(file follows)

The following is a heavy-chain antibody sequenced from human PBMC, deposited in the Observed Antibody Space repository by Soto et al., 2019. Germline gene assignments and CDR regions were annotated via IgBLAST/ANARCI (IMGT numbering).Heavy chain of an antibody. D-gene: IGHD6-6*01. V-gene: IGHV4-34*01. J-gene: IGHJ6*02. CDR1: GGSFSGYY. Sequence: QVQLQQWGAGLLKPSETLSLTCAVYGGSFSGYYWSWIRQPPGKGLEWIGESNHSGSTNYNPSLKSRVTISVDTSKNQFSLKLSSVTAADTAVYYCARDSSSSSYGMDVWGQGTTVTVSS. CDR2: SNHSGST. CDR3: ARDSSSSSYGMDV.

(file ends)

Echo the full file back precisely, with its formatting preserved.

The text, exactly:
The following is a heavy-chain antibody sequenced from human PBMC, deposited in the Observed Antibody Space repository by Soto et al., 2019. Germline gene assignments and CDR regions were annotated via IgBLAST/ANARCI (IMGT numbering).Heavy chain of an antibody. D-gene: IGHD6-6*01. V-gene: IGHV4-34*01. J-gene: IGHJ6*02. CDR1: GGSFSGYY. Sequence: QVQLQQWGAGLLKPSETLSLTCAVYGGSFSGYYWSWIRQPPGKGLEWIGESNHSGSTNYNPSLKSRVTISVDTSKNQFSLKLSSVTAADTAVYYCARDSSSSSYGMDVWGQGTTVTVSS. CDR2: SNHSGST. CDR3: ARDSSSSSYGMDV.